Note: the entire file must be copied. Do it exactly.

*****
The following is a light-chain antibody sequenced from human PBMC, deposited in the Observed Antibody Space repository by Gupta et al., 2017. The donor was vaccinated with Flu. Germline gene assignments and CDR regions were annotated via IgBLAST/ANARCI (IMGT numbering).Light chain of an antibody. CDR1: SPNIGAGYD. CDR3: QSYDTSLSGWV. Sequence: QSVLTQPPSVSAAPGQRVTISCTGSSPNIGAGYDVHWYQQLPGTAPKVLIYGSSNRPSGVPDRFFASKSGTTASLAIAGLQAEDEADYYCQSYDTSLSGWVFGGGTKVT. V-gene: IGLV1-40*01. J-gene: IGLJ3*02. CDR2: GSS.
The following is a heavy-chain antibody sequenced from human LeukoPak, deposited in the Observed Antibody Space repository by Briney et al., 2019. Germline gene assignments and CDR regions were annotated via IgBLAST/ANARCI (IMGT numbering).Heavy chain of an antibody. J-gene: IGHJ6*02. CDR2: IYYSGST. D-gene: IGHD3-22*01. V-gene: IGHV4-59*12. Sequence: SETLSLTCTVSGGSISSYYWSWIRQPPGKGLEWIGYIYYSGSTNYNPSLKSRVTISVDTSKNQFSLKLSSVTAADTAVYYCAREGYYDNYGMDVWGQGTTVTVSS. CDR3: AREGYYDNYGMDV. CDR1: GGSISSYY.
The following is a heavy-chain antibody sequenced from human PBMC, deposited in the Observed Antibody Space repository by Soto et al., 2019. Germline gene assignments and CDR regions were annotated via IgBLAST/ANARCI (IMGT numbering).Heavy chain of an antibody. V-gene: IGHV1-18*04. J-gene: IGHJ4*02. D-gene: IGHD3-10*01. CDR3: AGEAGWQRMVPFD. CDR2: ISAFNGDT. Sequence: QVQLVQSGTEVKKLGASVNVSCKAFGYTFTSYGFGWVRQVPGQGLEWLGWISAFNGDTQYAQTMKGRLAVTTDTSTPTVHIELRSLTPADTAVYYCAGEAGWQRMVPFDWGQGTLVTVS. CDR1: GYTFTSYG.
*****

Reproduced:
The following is a light-chain antibody sequenced from human PBMC, deposited in the Observed Antibody Space repository by Gupta et al., 2017. The donor was vaccinated with Flu. Germline gene assignments and CDR regions were annotated via IgBLAST/ANARCI (IMGT numbering).Light chain of an antibody. CDR1: SPNIGAGYD. CDR3: QSYDTSLSGWV. Sequence: QSVLTQPPSVSAAPGQRVTISCTGSSPNIGAGYDVHWYQQLPGTAPKVLIYGSSNRPSGVPDRFFASKSGTTASLAIAGLQAEDEADYYCQSYDTSLSGWVFGGGTKVT. V-gene: IGLV1-40*01. J-gene: IGLJ3*02. CDR2: GSS.
The following is a heavy-chain antibody sequenced from human LeukoPak, deposited in the Observed Antibody Space repository by Briney et al., 2019. Germline gene assignments and CDR regions were annotated via IgBLAST/ANARCI (IMGT numbering).Heavy chain of an antibody. J-gene: IGHJ6*02. CDR2: IYYSGST. D-gene: IGHD3-22*01. V-gene: IGHV4-59*12. Sequence: SETLSLTCTVSGGSISSYYWSWIRQPPGKGLEWIGYIYYSGSTNYNPSLKSRVTISVDTSKNQFSLKLSSVTAADTAVYYCAREGYYDNYGMDVWGQGTTVTVSS. CDR3: AREGYYDNYGMDV. CDR1: GGSISSYY.
The following is a heavy-chain antibody sequenced from human PBMC, deposited in the Observed Antibody Space repository by Soto et al., 2019. Germline gene assignments and CDR regions were annotated via IgBLAST/ANARCI (IMGT numbering).Heavy chain of an antibody. V-gene: IGHV1-18*04. J-gene: IGHJ4*02. D-gene: IGHD3-10*01. CDR3: AGEAGWQRMVPFD. CDR2: ISAFNGDT. Sequence: QVQLVQSGTEVKKLGASVNVSCKAFGYTFTSYGFGWVRQVPGQGLEWLGWISAFNGDTQYAQTMKGRLAVTTDTSTPTVHIELRSLTPADTAVYYCAGEAGWQRMVPFDWGQGTLVTVS. CDR1: GYTFTSYG.